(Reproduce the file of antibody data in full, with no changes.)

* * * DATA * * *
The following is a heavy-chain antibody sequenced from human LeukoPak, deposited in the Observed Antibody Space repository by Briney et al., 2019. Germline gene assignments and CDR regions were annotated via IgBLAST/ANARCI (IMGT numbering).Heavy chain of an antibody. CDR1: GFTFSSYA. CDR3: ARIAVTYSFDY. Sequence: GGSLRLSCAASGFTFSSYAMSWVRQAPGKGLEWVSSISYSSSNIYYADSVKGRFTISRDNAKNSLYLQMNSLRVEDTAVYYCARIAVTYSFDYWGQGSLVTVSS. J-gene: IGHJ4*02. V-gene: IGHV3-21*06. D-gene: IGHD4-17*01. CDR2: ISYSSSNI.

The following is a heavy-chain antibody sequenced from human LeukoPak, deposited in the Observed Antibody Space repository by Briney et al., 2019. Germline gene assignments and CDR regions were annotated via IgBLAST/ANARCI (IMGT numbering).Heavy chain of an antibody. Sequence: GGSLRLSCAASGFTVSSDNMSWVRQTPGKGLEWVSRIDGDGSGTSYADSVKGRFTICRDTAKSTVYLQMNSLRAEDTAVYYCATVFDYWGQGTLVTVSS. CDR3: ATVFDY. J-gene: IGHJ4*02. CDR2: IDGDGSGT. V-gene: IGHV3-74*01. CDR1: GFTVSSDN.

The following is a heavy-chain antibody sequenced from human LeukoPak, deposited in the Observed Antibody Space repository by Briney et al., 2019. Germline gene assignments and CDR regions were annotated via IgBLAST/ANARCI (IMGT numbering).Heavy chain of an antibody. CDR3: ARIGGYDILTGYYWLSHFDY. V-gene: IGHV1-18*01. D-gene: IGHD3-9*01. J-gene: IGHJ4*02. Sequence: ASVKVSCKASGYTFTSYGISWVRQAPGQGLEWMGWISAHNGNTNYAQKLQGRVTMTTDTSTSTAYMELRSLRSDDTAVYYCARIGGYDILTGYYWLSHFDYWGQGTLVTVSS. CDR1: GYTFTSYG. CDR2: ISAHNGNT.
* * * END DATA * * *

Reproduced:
The following is a heavy-chain antibody sequenced from human LeukoPak, deposited in the Observed Antibody Space repository by Briney et al., 2019. Germline gene assignments and CDR regions were annotated via IgBLAST/ANARCI (IMGT numbering).Heavy chain of an antibody. CDR1: GFTFSSYA. CDR3: ARIAVTYSFDY. Sequence: GGSLRLSCAASGFTFSSYAMSWVRQAPGKGLEWVSSISYSSSNIYYADSVKGRFTISRDNAKNSLYLQMNSLRVEDTAVYYCARIAVTYSFDYWGQGSLVTVSS. J-gene: IGHJ4*02. V-gene: IGHV3-21*06. D-gene: IGHD4-17*01. CDR2: ISYSSSNI.

The following is a heavy-chain antibody sequenced from human LeukoPak, deposited in the Observed Antibody Space repository by Briney et al., 2019. Germline gene assignments and CDR regions were annotated via IgBLAST/ANARCI (IMGT numbering).Heavy chain of an antibody. Sequence: GGSLRLSCAASGFTVSSDNMSWVRQTPGKGLEWVSRIDGDGSGTSYADSVKGRFTICRDTAKSTVYLQMNSLRAEDTAVYYCATVFDYWGQGTLVTVSS. CDR3: ATVFDY. J-gene: IGHJ4*02. CDR2: IDGDGSGT. V-gene: IGHV3-74*01. CDR1: GFTVSSDN.

The following is a heavy-chain antibody sequenced from human LeukoPak, deposited in the Observed Antibody Space repository by Briney et al., 2019. Germline gene assignments and CDR regions were annotated via IgBLAST/ANARCI (IMGT numbering).Heavy chain of an antibody. CDR3: ARIGGYDILTGYYWLSHFDY. V-gene: IGHV1-18*01. D-gene: IGHD3-9*01. J-gene: IGHJ4*02. Sequence: ASVKVSCKASGYTFTSYGISWVRQAPGQGLEWMGWISAHNGNTNYAQKLQGRVTMTTDTSTSTAYMELRSLRSDDTAVYYCARIGGYDILTGYYWLSHFDYWGQGTLVTVSS. CDR1: GYTFTSYG. CDR2: ISAHNGNT.